The new Zagat — which jettisons the old 30-point rating scale in favor of a more familiar five-point system — will have a more obvious influence from Google, its owner since 2011.
Candy cane themed visuals were overshadowed by listicles about winter and beach destinations.
National Geographic Traveler can no longer rely on its parent brand's recognition because social media is leveling the playing field for younger online based publications.
Talking to users should be easy for travel media brands, but a few have managed to dominate the conversation (like LP and Travel Channel) while others surprise despite their size (like Fathom).
Google Maps is the world's biggest funnel to destination-specific information, and it only makes sense to focus content on those users. Whether or not Zagat's distinctive ratings system and brand voice will continue to rise to the top remains to be seen.
The unmentioned part of the BI story is that Google quickly felt buyer's remorse over Zagat purchase, especially after the Frommer's deal happened. Google paid a fraction of the cost for the latter and got much more content, too.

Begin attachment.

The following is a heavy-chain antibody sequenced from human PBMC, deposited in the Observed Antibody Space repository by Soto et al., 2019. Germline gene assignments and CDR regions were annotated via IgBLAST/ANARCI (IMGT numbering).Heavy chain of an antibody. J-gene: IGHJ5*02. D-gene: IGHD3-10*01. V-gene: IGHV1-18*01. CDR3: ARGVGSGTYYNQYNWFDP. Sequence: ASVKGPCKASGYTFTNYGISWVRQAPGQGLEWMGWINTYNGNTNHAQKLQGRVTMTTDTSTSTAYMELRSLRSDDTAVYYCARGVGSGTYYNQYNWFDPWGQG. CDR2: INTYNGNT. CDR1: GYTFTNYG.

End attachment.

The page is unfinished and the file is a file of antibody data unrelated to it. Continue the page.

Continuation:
It's likely the search giant will add Frommer's content into the mix once it gets normalized, if it hasn't already under Zagat branding.
Google's at the mall now, but perhaps it will try direct-mail and billboards next to prod people to write restaurant and hotel reviews for Google+.
As Google adds one Frommer's review after another to its database it's realizing that it got a great deal for $23 million and totally screwed by it's Zagat acquisition.
With three billion check-ins, Foursquare has a Fort Knox of data about consumers' retail habits, but a sizeable portion of its 30 million tips about places leave a lot to be desired. Foursquare will have to do a lot of partnering or get the check-in crowd into review-writing mode to improve its search results.